The second gallery is full of such masonic mementos, evidently proving that there was more design than caprice in the arrangement of all the galleries. The roof of that gallery is formed of seven symmetrical steps, the sacred and mystic number before alluded to. They composed the sidereal ladder of the Asiatic Metempsychosis, and the shrine of Horus, or the Sun, on the Bembine Table, is approached by that number: so is the shrine of Bhavani among the Hindoos and Javanese. [See one of the plates of this goddess in Raffles' Java, page 56, vol. ii. and also plate 9, fig. 1.] Did the picture of an initiation, directed by the Hierophant Mercury, wherein fourteen steps lead to the adytum of the Central Sun of the Universe (preserved among the representations which Denon copied from the temple of Dendera), point at the ascending gallery, leading to the Central Adytum of Solar Fire (the Pyramid)? And is not this hint countenanced by the sidereal ladder of TWICE SEVEN PLANETARY zones, surmounted by a triple step, and terminating in the globe, the wing, and the serpent, which is seen on the ceiling of the adytum of the same temple ? At all events, I cannot help thinking, that the square corresponding holes in the " sumptuous and lofty gallery" were intended for some machinery, calculated for the final trial of the initiate in his passage to“ Makarian Opsin” of the “ midnight Sun.” Perhaps a moveable staircase was here employed : or if speculation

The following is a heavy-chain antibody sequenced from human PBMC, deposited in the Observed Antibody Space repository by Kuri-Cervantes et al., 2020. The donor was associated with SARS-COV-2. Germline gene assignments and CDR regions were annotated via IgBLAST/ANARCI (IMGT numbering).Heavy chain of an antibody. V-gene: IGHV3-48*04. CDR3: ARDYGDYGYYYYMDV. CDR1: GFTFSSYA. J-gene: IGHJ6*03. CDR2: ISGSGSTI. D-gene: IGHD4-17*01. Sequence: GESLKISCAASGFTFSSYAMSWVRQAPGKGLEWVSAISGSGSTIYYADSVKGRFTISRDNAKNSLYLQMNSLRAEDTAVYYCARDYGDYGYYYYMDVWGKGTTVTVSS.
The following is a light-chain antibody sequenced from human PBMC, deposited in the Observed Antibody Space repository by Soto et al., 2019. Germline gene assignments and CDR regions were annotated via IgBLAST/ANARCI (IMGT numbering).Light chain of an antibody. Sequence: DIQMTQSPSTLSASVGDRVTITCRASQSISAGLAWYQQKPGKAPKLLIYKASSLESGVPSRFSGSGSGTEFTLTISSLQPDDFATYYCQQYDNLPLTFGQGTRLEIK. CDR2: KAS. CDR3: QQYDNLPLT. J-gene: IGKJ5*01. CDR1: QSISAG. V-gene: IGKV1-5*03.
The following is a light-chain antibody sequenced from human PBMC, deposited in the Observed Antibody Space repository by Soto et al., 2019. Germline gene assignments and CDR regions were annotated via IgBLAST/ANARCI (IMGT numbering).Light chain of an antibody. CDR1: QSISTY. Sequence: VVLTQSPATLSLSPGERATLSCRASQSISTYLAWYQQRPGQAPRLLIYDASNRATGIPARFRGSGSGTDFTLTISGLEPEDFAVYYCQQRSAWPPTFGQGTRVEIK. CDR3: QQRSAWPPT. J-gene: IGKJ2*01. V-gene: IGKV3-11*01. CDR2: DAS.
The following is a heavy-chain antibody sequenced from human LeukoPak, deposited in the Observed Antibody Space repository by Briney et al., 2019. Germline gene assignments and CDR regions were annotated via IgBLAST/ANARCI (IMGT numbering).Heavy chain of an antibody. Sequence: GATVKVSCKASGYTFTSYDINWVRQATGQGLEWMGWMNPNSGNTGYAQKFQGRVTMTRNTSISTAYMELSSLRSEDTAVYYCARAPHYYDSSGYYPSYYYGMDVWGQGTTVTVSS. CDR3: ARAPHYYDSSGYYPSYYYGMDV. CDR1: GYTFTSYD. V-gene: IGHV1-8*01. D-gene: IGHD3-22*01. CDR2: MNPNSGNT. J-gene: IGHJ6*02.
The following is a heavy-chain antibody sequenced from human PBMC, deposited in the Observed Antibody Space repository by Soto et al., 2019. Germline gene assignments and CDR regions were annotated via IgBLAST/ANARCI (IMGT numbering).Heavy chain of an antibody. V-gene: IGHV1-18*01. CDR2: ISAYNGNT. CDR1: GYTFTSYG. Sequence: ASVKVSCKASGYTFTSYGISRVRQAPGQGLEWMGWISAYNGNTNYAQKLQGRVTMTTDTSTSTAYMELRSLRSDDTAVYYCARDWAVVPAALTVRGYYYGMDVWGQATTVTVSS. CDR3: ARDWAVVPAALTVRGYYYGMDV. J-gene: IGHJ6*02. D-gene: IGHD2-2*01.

may

be admitted in the interim of austerer analysis, one of those self-instinctive chariots, supposed to be used during initiation (and the initiate appears to have been conveyed down a

2 Greaves is bere driven, as in other cases, to find some other purpose than the burial of a body for these singular structures.

ladder in something similar at the Cave of Trophonius), was raised by pullies, supported by beams, fixed in those holes to the door of the Vestibule,

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Observations on the Excerpta from the SCHOLIA of

PROCLUS on the CRATYLUS OF PLATÓ, published by Professor BoissonADE; Lipsiæ, 1820.

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Part II.-[Continued from No. LIX.] Ρ. 79. 1. 12. Οτι του περι θεων λογου τριττου οντος, του μεν φανταστικου, οιoς ην ο Ευθυφρων μαχας και επιβουλας θεων αλογως φανταζομενος, του δ' επιστημονικου, οιoς ην Σωκρατης, του δε δοξαστικου μεταξυ τουτων, οστις και απο της δοξης του ονοματοθετου επι τας ουσιας των θεων επιστημονικως ανεισι και εχει τινα και προς τον οισσισιφον ΕυθυΦρονα φανταστικην κοινωνιαν° κ. τ. λ. Thus also my Ms.; but for ETIO TY MOVixws, in the latter part of this passage, it is requisite to read aveTIOTNUvws. For Proclus here asserts, that the

conception of Euthyphron, concerning the gods (see Plato's Euthyphron), was phantastic, or entirely derived from imagination; but that of Socrates scientific; and that the conception which subsists between these two is dorastic, or characterised by opinion. He adds, that this conception ascends from the opinion of the founder of nanies to the essences of the gods; but that the ascent is unscientific, and possesses a certain phantastic agreement with the false opinion of wisdom with which Euthyphron was inAlated.